I wouldn't place too much credence in the 110.32kW CARB rating for the new 150 as the 2.7L G2 150 is listed as having the exact same output of 110.32kW.  Not likely.  Also, the new 1.9L 115HO shows up as 84.60kW (exact same as the V4 115 and 115HO) or 114.45hp, when the new 115HO is supposed to be rated at 125-126hp.  I've noticed that BRP never seems to be very honest with their CARB ratings.  Yamaha's and Merc's CARB ratings mostly makes sense.  Hard to say about Suzuki.
seahorse

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Reply with quote  #25 


Notice it is rated horsepower which is the same as advertised horsepower, and keeping within ICOMIA 28-83 guidelines which are used by EPA. CARB, and all the marine engine manufacturers, there is a plus or minus 10% allowance for propshaft HP.

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casaleenie

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Reply with quote  #26 
I'm a little confused with this whole subject...
but what I do know is that my 2008 115hp Evinrude pushes my 20ft boat at 22mph at 3100 RPM's and I get between 5 and 6 MPG and flat out it runs close to 40 mph.   and that works for me
and when all the technical sword fighting is done... would someone be concise and post the results?
Ric232

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Reply with quote  #27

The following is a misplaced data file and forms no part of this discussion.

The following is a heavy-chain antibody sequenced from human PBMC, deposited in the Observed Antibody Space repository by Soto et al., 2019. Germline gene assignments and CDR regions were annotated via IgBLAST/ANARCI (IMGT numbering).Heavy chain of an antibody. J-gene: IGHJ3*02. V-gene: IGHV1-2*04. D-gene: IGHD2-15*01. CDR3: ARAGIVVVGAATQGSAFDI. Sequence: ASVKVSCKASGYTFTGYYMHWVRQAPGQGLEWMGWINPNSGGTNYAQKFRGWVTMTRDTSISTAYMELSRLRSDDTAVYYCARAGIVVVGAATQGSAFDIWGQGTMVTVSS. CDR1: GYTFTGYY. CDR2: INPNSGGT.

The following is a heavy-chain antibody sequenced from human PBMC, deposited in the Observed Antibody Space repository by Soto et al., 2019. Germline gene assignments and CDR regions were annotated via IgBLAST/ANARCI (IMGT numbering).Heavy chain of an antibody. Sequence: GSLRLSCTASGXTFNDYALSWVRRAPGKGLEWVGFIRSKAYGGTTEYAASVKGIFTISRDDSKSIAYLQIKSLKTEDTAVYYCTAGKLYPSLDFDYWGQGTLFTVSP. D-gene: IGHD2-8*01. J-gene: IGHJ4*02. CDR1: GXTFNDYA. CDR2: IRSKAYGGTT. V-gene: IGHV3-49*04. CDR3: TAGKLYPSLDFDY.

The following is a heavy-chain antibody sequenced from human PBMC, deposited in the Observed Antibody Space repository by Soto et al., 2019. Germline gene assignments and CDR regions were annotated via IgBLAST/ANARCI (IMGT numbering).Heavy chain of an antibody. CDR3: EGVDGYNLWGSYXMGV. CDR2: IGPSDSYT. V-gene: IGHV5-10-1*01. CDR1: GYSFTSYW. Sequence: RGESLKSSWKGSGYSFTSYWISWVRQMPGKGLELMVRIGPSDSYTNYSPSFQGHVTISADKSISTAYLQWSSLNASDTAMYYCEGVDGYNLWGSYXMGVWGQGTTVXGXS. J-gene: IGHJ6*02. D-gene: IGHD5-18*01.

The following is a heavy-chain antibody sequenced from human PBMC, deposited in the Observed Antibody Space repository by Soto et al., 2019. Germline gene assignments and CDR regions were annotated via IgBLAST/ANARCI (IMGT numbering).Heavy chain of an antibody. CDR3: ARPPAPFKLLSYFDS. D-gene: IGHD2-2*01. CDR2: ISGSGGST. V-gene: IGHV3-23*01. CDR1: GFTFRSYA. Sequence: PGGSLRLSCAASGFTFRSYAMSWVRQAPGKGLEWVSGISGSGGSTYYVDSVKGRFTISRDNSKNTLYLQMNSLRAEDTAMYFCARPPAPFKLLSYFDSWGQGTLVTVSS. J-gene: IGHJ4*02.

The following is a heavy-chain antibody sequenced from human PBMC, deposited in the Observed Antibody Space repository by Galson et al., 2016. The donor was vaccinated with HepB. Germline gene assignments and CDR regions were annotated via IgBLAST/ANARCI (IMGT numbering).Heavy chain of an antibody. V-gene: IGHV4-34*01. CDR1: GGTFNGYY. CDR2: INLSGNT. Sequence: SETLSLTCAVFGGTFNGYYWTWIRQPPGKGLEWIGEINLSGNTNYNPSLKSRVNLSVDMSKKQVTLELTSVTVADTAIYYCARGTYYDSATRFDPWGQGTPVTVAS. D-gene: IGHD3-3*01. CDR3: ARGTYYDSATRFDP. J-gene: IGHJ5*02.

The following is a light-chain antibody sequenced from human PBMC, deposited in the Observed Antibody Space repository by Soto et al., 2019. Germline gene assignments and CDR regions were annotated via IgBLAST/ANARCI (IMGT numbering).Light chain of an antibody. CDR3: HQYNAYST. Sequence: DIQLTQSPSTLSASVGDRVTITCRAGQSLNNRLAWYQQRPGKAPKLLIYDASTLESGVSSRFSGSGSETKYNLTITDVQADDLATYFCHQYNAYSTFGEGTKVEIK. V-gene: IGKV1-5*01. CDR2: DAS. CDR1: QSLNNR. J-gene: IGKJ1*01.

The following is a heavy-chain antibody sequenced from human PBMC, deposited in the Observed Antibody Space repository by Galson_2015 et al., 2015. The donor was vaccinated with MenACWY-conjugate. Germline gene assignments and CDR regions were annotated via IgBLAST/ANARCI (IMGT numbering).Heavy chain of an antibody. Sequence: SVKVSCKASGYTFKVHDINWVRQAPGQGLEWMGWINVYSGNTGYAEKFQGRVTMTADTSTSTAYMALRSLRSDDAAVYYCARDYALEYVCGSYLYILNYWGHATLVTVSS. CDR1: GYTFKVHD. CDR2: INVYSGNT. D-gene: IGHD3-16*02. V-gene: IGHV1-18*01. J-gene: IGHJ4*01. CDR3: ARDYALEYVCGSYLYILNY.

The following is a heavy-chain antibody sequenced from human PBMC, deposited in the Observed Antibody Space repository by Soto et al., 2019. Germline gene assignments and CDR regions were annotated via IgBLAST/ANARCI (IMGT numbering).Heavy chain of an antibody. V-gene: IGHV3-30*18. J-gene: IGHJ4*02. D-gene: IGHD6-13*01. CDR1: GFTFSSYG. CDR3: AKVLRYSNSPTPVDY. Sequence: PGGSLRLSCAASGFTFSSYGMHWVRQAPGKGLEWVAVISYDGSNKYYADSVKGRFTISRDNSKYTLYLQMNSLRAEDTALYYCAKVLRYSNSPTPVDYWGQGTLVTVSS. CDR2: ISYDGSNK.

Quote:
Originally Posted by casaleenie
I'm a little confused with this whole subject...
but what I do know is that my 2008 115hp Evinrude pushes my 20ft boat at 22mph at 3100 RPM's and I get between 5 and 6 MPG and flat out it runs close to 40 mph.   and that works for me
and when all the technical sword fighting is done... would someone be concise and post the results?


I haven't see a test on the new 115HO yet (on a boat that tops out ~ 40mph).  There will be one shortly, I'm sure.
jimh

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Reply with quote  #28 
Quote:
Originally Posted by seahorse
...there is a plus or minus 10% allowance for propshaft HP.


Not quite—there is a manufacturing allowance for individual units to deviate from the rated power by plus or minus ten percent.

There is a different tolerance for the rated horsepower and the peak horsepower: six percent.

I published an actual text copy of ICOMIA 28-83 many years ago in November 2003 when I found it was not available on-line:

http://continuouswave.com/whaler/reference/ICOMIA28-83.html

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GEB

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Reply with quote  #29 
Hi jimh,
Thank you and (for me), as said in the Commentary “For outboard motor enthusiasts, this standard clarifies several frequent questions. ”
Cheers
GEB

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The learner will not shear the rams.